Daily Archives: March 1, 2007

Sir Albert Howard And The Lessons Of Barbados Farmers

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Sustainable Agriculture – Bajan Style In The Year 1900

Every once in a while, we come across some forgotten lesson of history – some hard-won wisdom learned long ago and then forgotten in the tidal wave of technology that defined the 20th Century.

In 1900, scientist Sir Albert Howard learned some lessons from Bajan farmers. The industrialization of agriculture shunted his work aside – but only for a time…

… Howard prophesied that the victories of industrial agriculture, whose beginnings he lived to see, would prove short-lived. In its obsession with compartmentalization, modern science had failed to see that the health of each of the earth’s organisms was deeply interconnected. Against the specialists who thought they had “solved” the fertility problem by isolating a few elements, Howard viewed the “whole problem of health in soil, plant, animal, and man as one great subject.”

Artificial fertilizer could replace key elements, but it could not replenish the vibrant, healthy topsoil, or humus, required to grow health-giving food. Humus isn’t an inert substance composed of separable elements, but rather a complex ecosystem teeming with diverse microorganisms. Only by carefully composting animal and plant waste and returning it to the land, he argued, could topsoil be replaced. For Howard, agriculture wasn’t a process sustained by isolated inputs and outputs; rather, it functions as a cycle governed by the “Law of Return”: what comes from the soil must be returned to the soil. Farmers who violate the “Law of Return,” Howard claimed, are “bandits” stealing soil fertility from future generations…

… read the entire article at the Montery Institute of International Studies (link here)

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Filed under Barbados, Environment, History

2,200 Cricket World Cup Grand Final Tickets Unsold

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From The Nation News…

2200 Finals Tickets Back On Market

From tomorrow, about 2 200 tickets for the grand final of the ICC Cricket World Cup (CWC) on April 28 at Kensington Oval will be up for grabs.

They will be on a first-come, first-served basis and sold online and in ticket centres in the nine host nations – even if people had not previously bought any CWC tickets. The seats available will range in cost from US$100 to US$300.

It was previously announced that the final was sold out.

“Once again, some of our sponsors have not exercised their full option on tickets for the final and CWC has received returns for the final in various categories…”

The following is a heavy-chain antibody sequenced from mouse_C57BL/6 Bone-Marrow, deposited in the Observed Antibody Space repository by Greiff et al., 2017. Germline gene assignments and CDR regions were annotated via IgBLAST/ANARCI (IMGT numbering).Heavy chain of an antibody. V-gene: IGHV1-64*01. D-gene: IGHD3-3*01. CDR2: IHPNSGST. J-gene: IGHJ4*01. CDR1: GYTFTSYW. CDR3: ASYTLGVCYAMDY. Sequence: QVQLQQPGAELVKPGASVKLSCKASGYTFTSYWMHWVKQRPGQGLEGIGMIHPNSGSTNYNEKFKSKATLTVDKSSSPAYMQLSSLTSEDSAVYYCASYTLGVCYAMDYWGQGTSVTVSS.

… continue reading this article at The Nation News (link here)

THESE TICKETS will probably be gone shortly, but I wonder about the statement “…some of our sponsors have not exercised their full option on tickets for the final and CWC has received returns for the final in various categories…”

The European travel agencies and groups like the Barmy Army are reporting low sales, and the President of the Barbados Tourism Authority is in the Middle East begging for people to attend Cricket World Cup.

Whatever happens, thousands of cheering fans will fill the venues for the finals – and Owen Arthur and company will point to the cheering multitudes as “proof” that CWC went off well and was a wise decision.

As we do the post-CWC assessment, we citizens must learn to separate the hype from reality. While the lack of cheering crowds would be a huge warning flag, the presence of cheering crowds must not be allowed to become the sole indicator of the success or wisdom of Cricket World Cup.

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Filed under Barbados, Cricket

Just Another Day In CARICOM: Jamaican Hotel Construction Workers Riot, Burn, Employee Shot By Police, Management Airlifted Out By Helicopter

Jamaican Culture Of Violence Makes For Volatile Workplaces

IF YOU NEED ANOTHER REMINDER that Bajan culture and societal norms are not Jamaican culture and societal norms, then Tuesday’s riot, arsons, shooting and management’s skin of the teeth escape by helicopter at the multi-billion dollar Fiesta Hotel project in Jamaica might make you appreciate Barbados and the Bajan people.

But for better or worse, in the world’s eyes, we’re all rapidly becoming the same big CARICOM brand and destination. Just one big Caribbean family. Too bad one of our family members is a bad seed.